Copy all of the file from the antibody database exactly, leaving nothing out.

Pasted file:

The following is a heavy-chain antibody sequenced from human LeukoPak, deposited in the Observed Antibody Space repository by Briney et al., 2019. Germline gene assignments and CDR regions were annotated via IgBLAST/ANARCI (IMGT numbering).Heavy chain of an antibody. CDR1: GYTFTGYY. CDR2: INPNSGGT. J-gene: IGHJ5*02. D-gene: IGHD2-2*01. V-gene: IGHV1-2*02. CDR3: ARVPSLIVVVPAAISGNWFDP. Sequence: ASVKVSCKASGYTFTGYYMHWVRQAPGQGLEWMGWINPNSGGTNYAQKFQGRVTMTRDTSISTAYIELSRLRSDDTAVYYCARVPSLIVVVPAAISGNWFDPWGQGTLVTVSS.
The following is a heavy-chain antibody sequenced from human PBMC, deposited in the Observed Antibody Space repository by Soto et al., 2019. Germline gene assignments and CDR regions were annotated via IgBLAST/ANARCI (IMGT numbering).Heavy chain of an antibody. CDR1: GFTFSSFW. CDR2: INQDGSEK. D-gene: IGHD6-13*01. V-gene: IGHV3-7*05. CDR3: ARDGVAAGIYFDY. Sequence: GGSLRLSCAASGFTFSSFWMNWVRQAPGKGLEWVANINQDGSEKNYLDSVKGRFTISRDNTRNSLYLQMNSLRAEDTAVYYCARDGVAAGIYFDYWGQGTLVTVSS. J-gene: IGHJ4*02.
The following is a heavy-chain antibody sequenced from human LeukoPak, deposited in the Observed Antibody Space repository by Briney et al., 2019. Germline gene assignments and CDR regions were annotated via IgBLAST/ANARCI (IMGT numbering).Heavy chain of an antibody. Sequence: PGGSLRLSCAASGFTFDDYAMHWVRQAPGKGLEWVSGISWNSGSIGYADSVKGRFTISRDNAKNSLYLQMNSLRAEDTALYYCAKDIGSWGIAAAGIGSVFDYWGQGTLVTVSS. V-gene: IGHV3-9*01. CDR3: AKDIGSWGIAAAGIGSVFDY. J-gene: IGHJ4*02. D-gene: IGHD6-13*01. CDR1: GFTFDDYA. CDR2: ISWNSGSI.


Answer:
The following is a heavy-chain antibody sequenced from human LeukoPak, deposited in the Observed Antibody Space repository by Briney et al., 2019. Germline gene assignments and CDR regions were annotated via IgBLAST/ANARCI (IMGT numbering).Heavy chain of an antibody. CDR1: GYTFTGYY. CDR2: INPNSGGT. J-gene: IGHJ5*02. D-gene: IGHD2-2*01. V-gene: IGHV1-2*02. CDR3: ARVPSLIVVVPAAISGNWFDP. Sequence: ASVKVSCKASGYTFTGYYMHWVRQAPGQGLEWMGWINPNSGGTNYAQKFQGRVTMTRDTSISTAYIELSRLRSDDTAVYYCARVPSLIVVVPAAISGNWFDPWGQGTLVTVSS.
The following is a heavy-chain antibody sequenced from human PBMC, deposited in the Observed Antibody Space repository by Soto et al., 2019. Germline gene assignments and CDR regions were annotated via IgBLAST/ANARCI (IMGT numbering).Heavy chain of an antibody. CDR1: GFTFSSFW. CDR2: INQDGSEK. D-gene: IGHD6-13*01. V-gene: IGHV3-7*05. CDR3: ARDGVAAGIYFDY. Sequence: GGSLRLSCAASGFTFSSFWMNWVRQAPGKGLEWVANINQDGSEKNYLDSVKGRFTISRDNTRNSLYLQMNSLRAEDTAVYYCARDGVAAGIYFDYWGQGTLVTVSS. J-gene: IGHJ4*02.
The following is a heavy-chain antibody sequenced from human LeukoPak, deposited in the Observed Antibody Space repository by Briney et al., 2019. Germline gene assignments and CDR regions were annotated via IgBLAST/ANARCI (IMGT numbering).Heavy chain of an antibody. Sequence: PGGSLRLSCAASGFTFDDYAMHWVRQAPGKGLEWVSGISWNSGSIGYADSVKGRFTISRDNAKNSLYLQMNSLRAEDTALYYCAKDIGSWGIAAAGIGSVFDYWGQGTLVTVSS. V-gene: IGHV3-9*01. CDR3: AKDIGSWGIAAAGIGSVFDY. J-gene: IGHJ4*02. D-gene: IGHD6-13*01. CDR1: GFTFDDYA. CDR2: ISWNSGSI.